As you can see, I can already do very lame wordplay. I write, rarely. But well, this seems as good a time as any to expose you to my writing.
! The Dead Smile
! Some people laugh manically when they die, losing all touch with reality. Some people freeze, their faces blank and expressionless. Some people cry and plead with the angel of death, to spare them, to delay their demise. Some die before they can even react to their death. Some keep a stony face, defiant to the last. And then there are those, who smile, happy and content. He was one of them.
! It was a normal day. It was afternoon now, and the cicadas had started buzzing. He was sitting outside the tavern. People used to come and go, happy people, satisfied people. Almost all of them either avoided him completely or threw him a contemptuous look. That's what he deserved, really. His appearance was in line with their opinion of him. He was unkempt and unshaven. He was extremely tall, and his thin frame made him look haggardly. He used to loiter around the tavern all day around, and the barman used to toss him some leftovers at the end of the day. He had no job, no family and no ambition. The clothes on his back were the ones he was wearing when he came into town a few summers back, and they were the only ones he owned. His hat had holes in it, and yet he sat with the brim drawn over his eyes; it was hard to tell when he was asleep. His old boots spoke of a hard life, they had dust and coal and war on them.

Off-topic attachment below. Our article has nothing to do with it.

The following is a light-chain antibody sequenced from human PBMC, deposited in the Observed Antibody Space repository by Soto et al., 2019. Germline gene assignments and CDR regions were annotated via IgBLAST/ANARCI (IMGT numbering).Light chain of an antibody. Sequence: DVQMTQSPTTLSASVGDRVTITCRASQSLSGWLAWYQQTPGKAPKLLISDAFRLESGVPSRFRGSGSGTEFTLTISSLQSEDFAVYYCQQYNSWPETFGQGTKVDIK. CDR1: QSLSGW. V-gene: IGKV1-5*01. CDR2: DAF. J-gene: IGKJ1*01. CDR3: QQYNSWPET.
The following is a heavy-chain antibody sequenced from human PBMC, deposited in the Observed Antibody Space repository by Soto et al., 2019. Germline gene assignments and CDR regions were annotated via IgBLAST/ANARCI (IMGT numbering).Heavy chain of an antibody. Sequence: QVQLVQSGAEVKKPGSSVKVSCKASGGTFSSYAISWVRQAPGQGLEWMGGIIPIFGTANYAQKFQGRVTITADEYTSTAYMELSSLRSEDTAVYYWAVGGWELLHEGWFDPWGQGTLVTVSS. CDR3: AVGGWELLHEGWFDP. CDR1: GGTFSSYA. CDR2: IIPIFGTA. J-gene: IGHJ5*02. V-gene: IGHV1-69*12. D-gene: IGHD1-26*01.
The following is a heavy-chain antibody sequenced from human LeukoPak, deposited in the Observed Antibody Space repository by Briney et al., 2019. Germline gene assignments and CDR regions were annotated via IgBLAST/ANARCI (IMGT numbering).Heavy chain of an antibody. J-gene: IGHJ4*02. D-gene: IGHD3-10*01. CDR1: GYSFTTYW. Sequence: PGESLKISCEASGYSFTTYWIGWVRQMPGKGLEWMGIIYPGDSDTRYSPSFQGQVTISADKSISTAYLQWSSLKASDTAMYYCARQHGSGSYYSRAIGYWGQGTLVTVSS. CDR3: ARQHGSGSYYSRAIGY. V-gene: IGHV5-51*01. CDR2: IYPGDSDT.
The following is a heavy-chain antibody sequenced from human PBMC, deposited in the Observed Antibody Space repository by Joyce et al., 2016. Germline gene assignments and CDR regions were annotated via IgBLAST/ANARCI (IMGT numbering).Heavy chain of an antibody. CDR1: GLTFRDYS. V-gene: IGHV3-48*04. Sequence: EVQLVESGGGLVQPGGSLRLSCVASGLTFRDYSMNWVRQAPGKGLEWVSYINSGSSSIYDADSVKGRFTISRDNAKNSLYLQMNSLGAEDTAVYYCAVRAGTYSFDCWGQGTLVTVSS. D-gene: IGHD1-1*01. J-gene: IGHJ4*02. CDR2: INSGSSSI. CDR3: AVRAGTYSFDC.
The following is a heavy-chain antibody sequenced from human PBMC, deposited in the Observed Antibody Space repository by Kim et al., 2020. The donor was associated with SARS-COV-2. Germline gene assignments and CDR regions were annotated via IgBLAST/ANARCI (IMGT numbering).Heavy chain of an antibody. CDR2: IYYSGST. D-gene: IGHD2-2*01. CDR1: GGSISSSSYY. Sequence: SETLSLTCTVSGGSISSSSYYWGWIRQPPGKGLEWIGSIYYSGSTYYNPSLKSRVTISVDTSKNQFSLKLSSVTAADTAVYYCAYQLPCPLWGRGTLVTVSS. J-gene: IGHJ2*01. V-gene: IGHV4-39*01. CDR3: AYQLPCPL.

! Out of the corner of his eye, he saw two kids walking on the otherwise deserted street. It was odd to see them in this part of town. The tavern was not really on the way from the school to the part where the townsfolk lived. Bloody kids. They'd probably get mugged, or worse. He spat, and was about to drift off.
! " … jewels should be easy then," said the bigger of the two scrawny kids. His ears grew alert.
! "I don't know," said the smaller one. He sounded fearful.
! "You know what mum said, right? If we don't get any money from somewhere, no school for you and me. And no school means going off to the mines. Do you want that?"
! "But, daddy said he'll get another job."
! "Yeah right." The sarcasm carried to him. He smirked. Kids these days are more cynical, and that should serve them good. "One bottle he'll get and he'll disappear for days together. It's just one old man in the house. Stop being a wimp!"
! "But the old man has a dog, and the guys at school say he's got monsters in his basement, bigger than the dog."
! The sigh from the older brother was the last thing he heard before they walked out of earshot. He pulled down his hat, and tried to go to sleep. They'll learn soon enough. Life is a bitch and it will get them too. And with some good sense hammered into them, they might amount to something. He smiled to himself as he drifted off.
! He woke up, a little uneasy. It was still afternoon, he must have slept for an hour at most. He had a tinge of sourness in his mouth. Must have had a bad dream. He decided that he had had enough of the tavern and it's scorn for now, and anyway the business of the little boys had left him a little uneasy. Maybe a walk to the rail yard would calm him down some. The rail yard was good, peaceful. And the walk would do his legs some good too. He made a mental note to return to the tavern at sundown.